Personal property or real estate?

dishwasher
dishwasher

Issues regarding personal property often come up in real estate transactions.  As a real estate agent I don’t sell personal property for another for a fee.  Our purchase agreements change every year and the agents who have been selling real estate with the big companies for decades often insist on “personal property addendum” because we used to use them in almost every real estate transaction and even though it specifically says right in the purchase agreement that the garage door opener and fireplace screen are included in the sale some real estate agents will insist that they are personal property and that they have to be put on the personal property addendum. 

Personal property forms are not part of the Minnesota real estate contracts because personal property is sold with a bill of sale not with a real estate purchase agreement.   

The Minnesota purchase agreement has always stated that there are items that are considered part of the real estate and are not considered personal property.  A furnace that is installed in a house is considered part of the property and is included in the sale.  A furnace that isn’t installed may be considered personal property.

Here are the items that are listed right in the purchase agreement as being included in the sale:

“Said purchase shall include all improvements, fixtures, and appurtenances on the property, if any, including but not
17. limited to, the following (collectively the “Property”): garden bulbs, plants, shrubs, trees, and lawn watering system;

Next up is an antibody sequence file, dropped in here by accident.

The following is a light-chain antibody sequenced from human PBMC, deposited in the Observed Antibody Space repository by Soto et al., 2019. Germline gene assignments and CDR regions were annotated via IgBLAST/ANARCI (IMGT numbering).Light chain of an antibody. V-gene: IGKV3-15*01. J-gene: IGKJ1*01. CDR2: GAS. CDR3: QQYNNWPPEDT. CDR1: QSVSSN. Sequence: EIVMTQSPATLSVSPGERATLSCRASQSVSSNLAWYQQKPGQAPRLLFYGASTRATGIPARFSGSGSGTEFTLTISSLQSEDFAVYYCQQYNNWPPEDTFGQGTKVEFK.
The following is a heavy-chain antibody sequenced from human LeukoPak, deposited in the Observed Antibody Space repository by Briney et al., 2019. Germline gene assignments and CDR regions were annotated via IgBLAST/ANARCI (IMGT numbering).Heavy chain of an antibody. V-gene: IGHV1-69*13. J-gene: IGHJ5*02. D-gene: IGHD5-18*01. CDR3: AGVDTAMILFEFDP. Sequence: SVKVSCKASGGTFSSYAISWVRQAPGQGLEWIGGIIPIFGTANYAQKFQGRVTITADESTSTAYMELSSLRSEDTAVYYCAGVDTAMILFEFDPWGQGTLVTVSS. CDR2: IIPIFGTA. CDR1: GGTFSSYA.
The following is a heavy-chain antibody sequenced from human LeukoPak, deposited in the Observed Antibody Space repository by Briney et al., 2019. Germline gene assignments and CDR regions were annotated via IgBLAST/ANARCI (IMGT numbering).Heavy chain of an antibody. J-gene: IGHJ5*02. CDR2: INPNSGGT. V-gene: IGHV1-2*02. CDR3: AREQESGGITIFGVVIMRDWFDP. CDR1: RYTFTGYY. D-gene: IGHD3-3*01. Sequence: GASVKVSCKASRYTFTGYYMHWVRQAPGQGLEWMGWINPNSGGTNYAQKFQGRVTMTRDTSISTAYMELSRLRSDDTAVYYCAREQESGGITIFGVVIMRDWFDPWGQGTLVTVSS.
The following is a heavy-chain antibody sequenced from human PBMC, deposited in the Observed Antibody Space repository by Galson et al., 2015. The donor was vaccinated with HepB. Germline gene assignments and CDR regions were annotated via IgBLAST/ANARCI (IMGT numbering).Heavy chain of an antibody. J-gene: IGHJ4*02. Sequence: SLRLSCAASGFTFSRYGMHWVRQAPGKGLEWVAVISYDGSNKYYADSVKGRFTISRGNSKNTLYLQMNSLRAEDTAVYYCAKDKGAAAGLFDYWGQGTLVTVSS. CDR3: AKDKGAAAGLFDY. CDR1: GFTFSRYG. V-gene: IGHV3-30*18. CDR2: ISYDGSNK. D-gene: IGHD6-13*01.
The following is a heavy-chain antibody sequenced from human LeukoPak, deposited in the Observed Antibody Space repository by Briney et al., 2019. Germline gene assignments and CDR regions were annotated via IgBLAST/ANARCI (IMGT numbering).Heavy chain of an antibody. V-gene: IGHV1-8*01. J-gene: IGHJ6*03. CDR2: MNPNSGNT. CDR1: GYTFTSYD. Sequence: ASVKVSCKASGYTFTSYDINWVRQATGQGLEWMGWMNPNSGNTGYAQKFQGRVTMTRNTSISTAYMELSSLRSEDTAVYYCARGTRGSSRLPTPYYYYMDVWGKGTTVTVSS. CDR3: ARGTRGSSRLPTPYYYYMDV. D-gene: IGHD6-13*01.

18. shed; storm sash, storm doors, screens and awnings; window shades, blinds; traverse, curtain, and drapery
19. rods, valances, drapes, curtains, window coverings and treatments; towel rods; attached lighting and bulbs; fan fixtures;
20. plumbing fixtures; garbage disposals; water softener; water treatment system; water heating systems, heating systems;
21. air exchange system; radon mitigation system; sump pump; TV antenna/cable TV jacks and wiring/TV wall mounts;
22. wall/ceiling-mounted speakers and mounts; carpeting; mirrors; garage door openers and all controls; smoke detectors;
23. fireplace screens, door and heatilators; BUILT-INS: dishwashers; refrigerators; wine/beverage refrigerators; trash
24. compactors; ovens; cook-top stoves; warming drawers; microwave ovens; hood fans; shelving; work benches; intercoms;
25. speakers; air conditioning equipment; electronic air filter; humidifier/dehumidifier; liquid fuel tanks (and controls);
26. pool/spa equipment; propane tank (and controls); security system equipment; TV satellite dish; “

Home buyers should takes notes about which of these items are in the home when they make an offer and then check during the final walk through before the closing to make sure that the items have not been removed.  In some cases buyers and sellers really don’t care but if a buyer was expecting an alarm system and then discovers that it has been removed that can be a problem.

Business practices vary from state to state around the country but in Minnesota generally home owners include the appliances when they sell their home including washers and dryers and kitchen appliances. 

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3 Replies to “Personal property or real estate?”

  1. What about the car in the garage? :”)

  2. Teresa Boardman says:

    maybe in Canada. You are in America now.

  3. Well then forget it.
    I’m not moving.
    I was hoping the ‘perfect’ deal. 🙂

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